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Youngkin administration blocks release of public record requests

neoclassical building
Virginia's Executive Mansion. (Photo: Crixell Matthews/VPM News)

Gov. Glenn Youngkin’s office has refused to hand over submissions to the “tipline” he created for parents to submit feedback on state schools. Now his administration is also blocking inquiries into who made public records requests, how they were handled and how many the governor’s office received. At least one state agency and one state-funded college have also shielded the release of records on the governor’s behalf.

Megan Rhyne, executive director of the Virginia Coalition for Open Government, says the administration and other state officials appear to be misinterpreting the Virginia Freedom of Information Act.

“They're giving it a reading that says pretty much the governor is exempt from FOIA,” Rhyne says. “And that is definitely not how the law has been written or has been interpreted over the years.”

VPM requested a so-called FOIA log showing all of the requests the governor received from Jan. 15, 2022-Feb. 3, 2022 in addition to “any correspondence related to the fulfilling of FOIA requests seeking submissions sent to [email protected]” – the email address touted by Youngkin shortly after his election. FOIA logs typically show who made a request, what the requester was looking for and how it was handled by staff.

In response, Densie Burch – a Youngkin official who also served under former Gov. Ralph Northam – denied the request, citing the same “working paper exemption” the administration used in its prior rejections of tipline submissions. The administration also declined to disclose “the volume and subject matter of withheld records” as is required by state code.

“The documents in question are on a sizeable gmail account which changes daily together with a single page draft log,” Burch wrote.

In an email, Youngkin spokesperson Macaulay Porter contended that Burch’s response satisfied state law and did not respond to further questions.

FOIA officers at the Virginia Department of Education and the Virginia Military Institute have also cited the governor’s working paper exemption in response to requests by VPM, a move Ryhne also questioned given the tight parameters on who is covered under the law.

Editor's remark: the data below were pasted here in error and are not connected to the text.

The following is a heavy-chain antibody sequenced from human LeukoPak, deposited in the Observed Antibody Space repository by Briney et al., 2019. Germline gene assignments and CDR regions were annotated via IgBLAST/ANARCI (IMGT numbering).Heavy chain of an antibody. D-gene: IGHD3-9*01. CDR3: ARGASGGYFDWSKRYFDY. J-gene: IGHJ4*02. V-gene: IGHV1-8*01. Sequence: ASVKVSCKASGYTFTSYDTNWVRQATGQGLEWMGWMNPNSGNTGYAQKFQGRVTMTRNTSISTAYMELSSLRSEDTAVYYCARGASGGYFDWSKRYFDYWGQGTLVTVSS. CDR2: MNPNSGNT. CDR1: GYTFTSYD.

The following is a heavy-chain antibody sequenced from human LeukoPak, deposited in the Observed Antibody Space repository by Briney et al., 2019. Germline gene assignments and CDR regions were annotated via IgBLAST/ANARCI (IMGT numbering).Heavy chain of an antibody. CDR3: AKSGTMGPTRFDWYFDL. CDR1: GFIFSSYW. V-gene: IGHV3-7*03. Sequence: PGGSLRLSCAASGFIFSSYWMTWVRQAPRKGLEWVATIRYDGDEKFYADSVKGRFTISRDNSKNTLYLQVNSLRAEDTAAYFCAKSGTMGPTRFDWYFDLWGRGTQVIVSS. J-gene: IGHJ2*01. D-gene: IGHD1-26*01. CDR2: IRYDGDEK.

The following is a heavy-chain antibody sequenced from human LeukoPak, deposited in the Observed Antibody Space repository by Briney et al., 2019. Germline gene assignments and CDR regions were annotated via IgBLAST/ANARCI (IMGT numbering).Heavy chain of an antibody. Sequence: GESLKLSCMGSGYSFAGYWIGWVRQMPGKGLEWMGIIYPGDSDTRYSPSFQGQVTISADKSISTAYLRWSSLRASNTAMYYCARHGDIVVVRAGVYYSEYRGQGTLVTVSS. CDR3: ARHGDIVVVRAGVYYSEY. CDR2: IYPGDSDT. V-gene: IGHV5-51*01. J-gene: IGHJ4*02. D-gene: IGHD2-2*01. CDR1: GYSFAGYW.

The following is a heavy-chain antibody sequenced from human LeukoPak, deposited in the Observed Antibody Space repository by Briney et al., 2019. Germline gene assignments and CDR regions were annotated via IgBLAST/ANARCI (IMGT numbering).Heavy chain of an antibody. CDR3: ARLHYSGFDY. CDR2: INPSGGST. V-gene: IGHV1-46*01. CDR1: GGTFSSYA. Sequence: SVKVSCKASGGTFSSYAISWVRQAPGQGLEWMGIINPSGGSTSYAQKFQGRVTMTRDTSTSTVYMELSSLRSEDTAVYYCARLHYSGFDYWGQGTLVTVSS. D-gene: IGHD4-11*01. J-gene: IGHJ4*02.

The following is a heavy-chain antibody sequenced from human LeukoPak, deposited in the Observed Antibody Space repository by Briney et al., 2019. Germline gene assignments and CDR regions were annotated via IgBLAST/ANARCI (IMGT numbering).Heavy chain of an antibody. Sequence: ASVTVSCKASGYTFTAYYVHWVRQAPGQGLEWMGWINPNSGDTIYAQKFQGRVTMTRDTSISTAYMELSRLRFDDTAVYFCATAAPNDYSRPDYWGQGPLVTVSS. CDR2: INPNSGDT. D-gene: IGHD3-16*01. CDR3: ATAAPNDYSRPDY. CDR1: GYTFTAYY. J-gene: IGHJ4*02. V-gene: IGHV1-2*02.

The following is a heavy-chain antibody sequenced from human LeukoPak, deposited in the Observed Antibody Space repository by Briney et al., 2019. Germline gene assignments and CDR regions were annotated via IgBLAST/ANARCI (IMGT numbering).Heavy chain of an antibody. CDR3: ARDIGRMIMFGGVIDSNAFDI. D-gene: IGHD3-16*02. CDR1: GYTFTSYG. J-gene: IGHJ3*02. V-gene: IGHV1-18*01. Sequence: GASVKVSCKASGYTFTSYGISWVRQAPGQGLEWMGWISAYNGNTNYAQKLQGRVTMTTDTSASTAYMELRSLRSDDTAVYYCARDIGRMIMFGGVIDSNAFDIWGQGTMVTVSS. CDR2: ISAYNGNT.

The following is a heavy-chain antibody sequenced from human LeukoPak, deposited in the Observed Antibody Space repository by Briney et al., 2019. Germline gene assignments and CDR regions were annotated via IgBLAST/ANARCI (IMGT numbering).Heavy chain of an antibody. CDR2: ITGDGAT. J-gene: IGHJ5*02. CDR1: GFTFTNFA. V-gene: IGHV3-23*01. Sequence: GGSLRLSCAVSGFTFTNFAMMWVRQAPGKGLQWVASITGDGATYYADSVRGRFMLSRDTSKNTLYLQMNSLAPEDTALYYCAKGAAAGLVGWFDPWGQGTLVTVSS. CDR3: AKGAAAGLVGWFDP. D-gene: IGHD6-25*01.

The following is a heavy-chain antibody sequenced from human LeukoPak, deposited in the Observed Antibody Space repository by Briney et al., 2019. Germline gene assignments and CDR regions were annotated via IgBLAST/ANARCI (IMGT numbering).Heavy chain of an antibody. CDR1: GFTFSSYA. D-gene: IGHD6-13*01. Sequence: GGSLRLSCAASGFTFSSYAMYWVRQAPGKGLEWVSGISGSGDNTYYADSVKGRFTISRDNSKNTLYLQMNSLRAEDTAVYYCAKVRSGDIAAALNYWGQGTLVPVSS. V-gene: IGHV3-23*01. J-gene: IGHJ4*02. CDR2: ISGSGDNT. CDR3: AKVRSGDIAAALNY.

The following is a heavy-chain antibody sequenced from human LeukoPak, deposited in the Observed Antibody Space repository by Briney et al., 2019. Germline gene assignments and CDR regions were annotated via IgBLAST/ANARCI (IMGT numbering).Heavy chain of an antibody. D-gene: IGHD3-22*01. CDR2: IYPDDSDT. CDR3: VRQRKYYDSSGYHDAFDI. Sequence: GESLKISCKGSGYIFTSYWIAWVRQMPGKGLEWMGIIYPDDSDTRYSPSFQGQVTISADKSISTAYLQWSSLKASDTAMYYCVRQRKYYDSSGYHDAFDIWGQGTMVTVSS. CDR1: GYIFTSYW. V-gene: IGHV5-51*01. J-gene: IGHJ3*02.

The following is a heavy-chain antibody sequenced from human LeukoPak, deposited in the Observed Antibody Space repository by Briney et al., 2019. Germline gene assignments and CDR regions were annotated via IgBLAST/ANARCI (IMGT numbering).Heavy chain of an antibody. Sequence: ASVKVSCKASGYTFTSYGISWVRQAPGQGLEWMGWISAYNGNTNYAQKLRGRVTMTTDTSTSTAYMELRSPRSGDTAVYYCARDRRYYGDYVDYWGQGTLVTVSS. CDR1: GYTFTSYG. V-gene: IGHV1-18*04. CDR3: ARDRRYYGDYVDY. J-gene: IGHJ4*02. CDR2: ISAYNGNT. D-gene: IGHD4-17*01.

Rhyne said the working paper exemption only applies to certain officials specified in state code – including Cabinet officials but not the administration’s FOIA officer – and was intended to give the governor the ability to “collect as many voices and ideas as possible” in the leadup to making a decision. But she said public records requesters clearly weren’t part of a deliberative process, but rather seeking insight into it. For Rhyne, it begged the question of why the exemption existed at all: “Why not just exempt the governor in total? Because that’s the reading they're giving it.”

During his transition, Youngkin asked people aiding the process to sign non-disclosure agreements, according to the Associated Press.

Youngkin’s predecessors also faced questions of transparency in their application of FOIA laws. Former Gov. Ralph Northam’s office refused to hand over his calendar amid a controversy related to the Atlantic Coast Pipeline. The administration also heavily redacted a contract with McKinsey early in the pandemic. Former Gov. Terry McAuliffe sought to block the release of an ABC report related to the violent arrest of a University of Virginia student in 2015 before eventually relenting.

In the case of former Gov. Bob McDonnell, however, open records requests submitted by the Washington Post helped expose a far-reaching corruption scandal.